Oh ho bus!

Sheri: Did you stop too far past the solid line of the stop sign?

Jenn: I guess, I didn't really notice, did I?

Sheri: You must have if you were concerned that the bus was so close.

Jenn: (laughing) Oh yeah, I guess so, it was kind of close. I hate buses because they are so big and make me nervous... and look at this fricken truck, he's speeding up, sh_t. He knew I had to change lanes, and it's not as if it would have delayed him any more if I had cut in front of him.

I think I should also mention that I although I am wearing my seat belt today, I usually go without one because it is very uncomfortable. If my passenger is wearing a seat belt, or if it's at night then I put it on. I wear it at night because I can't see as well. And if I see a big truck or bus then I put it on because I feel like they might topple into me. Other than that, if I am just driving to and from school, it is very rare that I am going to be wearing my seat belt.

We are now driving down Kalanianeole Highway on a busy Saturday afternoon. Jennifer's impatience is starting to show as she yells at a slow truck in front of her. At least her windows were rolled up.

Jenn: Come on... geez! Make like someone died...Damn ______ gardeners.

I think it definitely calls for some tune time. Awh sh_t, don't do this to me now.

Jennifer is busy fidgeting with her CD player because it is not working properly . She is obviously getting very frustrated with it, and meanwhile is paying more attention to the CD player than the road.

Sheri: How are you feeling Jenn, are you annoyed with the traffic?

Jenn: No it's not the traffic, it's my CD player that I'm annoyed with, and I'm okay now because there is good music on the radio.

Sheri: Do you think the traffic is not bothering you right now because you were preoccupied with your CD player?

Jenn: I realize that I am not moving fast, but I'm dealing with it because I've got things to do right now, like talking with you. I'm also not in a rush to get anywhere.

We are now turning right into the Kahala Mall parking lot.

Sheri: Did you forgot to signal?

Jenn: I never signal. Unless there is someone behind me. Well there was someone behind me back there and I still didn't signal. But like this kind of stuff, when there is someone waiting for me, then I definitely signal.

We are looking for parking at the mall.

Jenn: Watch it!

Sheri: Why did you say that to the woman?

Jenn: Well she was in my way. Okay I admit that I'm a super hostile driver.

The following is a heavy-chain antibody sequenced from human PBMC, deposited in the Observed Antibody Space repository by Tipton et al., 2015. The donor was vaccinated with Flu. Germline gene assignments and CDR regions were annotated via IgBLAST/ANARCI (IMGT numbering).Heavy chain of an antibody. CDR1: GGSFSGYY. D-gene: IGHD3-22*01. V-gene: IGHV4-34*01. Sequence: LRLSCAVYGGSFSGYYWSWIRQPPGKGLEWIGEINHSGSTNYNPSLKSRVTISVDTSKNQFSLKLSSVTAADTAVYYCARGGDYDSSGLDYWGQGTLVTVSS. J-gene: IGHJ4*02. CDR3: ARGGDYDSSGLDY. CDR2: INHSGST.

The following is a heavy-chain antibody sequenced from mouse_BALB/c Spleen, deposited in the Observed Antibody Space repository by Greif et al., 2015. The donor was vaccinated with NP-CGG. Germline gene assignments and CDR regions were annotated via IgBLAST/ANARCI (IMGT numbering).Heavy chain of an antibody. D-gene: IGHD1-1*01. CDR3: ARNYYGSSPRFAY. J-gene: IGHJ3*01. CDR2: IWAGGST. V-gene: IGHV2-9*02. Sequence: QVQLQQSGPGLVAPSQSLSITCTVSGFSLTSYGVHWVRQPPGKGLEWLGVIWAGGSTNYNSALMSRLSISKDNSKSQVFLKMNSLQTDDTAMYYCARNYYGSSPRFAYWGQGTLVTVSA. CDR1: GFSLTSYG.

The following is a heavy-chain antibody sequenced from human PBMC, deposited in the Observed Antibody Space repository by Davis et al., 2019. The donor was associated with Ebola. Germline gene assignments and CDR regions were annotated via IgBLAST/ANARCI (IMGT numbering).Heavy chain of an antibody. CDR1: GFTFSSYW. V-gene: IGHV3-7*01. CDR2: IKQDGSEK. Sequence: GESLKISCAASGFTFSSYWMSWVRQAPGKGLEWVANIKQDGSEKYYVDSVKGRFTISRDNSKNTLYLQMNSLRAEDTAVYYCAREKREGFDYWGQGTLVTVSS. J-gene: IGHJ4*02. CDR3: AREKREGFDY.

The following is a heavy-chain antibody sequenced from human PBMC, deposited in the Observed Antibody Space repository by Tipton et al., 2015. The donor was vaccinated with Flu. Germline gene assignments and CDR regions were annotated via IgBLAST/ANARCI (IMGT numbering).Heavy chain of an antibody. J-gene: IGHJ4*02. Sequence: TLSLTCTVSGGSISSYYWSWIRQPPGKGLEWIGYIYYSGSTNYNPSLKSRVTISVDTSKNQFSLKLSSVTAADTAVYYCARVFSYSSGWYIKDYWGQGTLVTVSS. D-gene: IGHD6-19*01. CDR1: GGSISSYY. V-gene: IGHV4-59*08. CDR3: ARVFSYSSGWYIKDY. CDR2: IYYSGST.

Sheri: Jenn, I noticed that when you lit your cigarette, you took you eyes off the road. Wouldn't it be safer to use the car lighter?

Jenn: Yes it would be, but I'm using it as a plug for the car adapter for my CD player. I know it's bad because I do take my eyes off the road for an instance and because I need both hands to light my cigarette, I use my knee to steer the car. I know it's really bad, so most times I light my cigarette at a red light, but right now I need a cigarette really bad.

I have a very bad problem braking. I brake too close to the car in front of me because my judging ability is bad. I often end up having to slam on my brakes. I notice that is problem is exceptionally worse when I have a passenger in the car because I get distracted by the conversation.

I HATE TRAFFIC! (Jenn screams this as we are still looking for parking, it's been around ten minutes).

We finally find parking. Jenn reverses into the stall with no difficulties. She does a very good job. This is the end of the dialogue from day 1. Next I followed through with a debriefing session.

original here

From the New York Times

August 27, 1998
The Art of Driving Is All the Rage By J. D. Biersdorfer

Once you have come to terms with the number of computers inside your car, try looking at the number of cars on your computer -- Web sites devoted to just about all aspects of the automotive experience. And when it comes to popular driving topics on the Web, road rage is all the rage.

Road rage, the phenomenon of agitated drivers' becoming aggressive, dangerous and potentially lethal to other drivers, has triggered a number of sites set up to record license plates and automotive offenders on the Web. Yahoo keeps a comprehensive index of recent news stories and Web pages about the topic.

Two rage pages in particular take vastly differing views on the subject. The Principles of Driving Psychology is a paper published on the Web by Dr. Leon James that explores attitudes and moral implications concerning transportation manners among individuals. A lengthy treatise on human behavior behind the wheel, the page also offers a test called What's Your Moral Driving IQ? (Sample yes-or-no question: "When I encounter road-hugging pedestrians, I feel like pushing them out of my way.")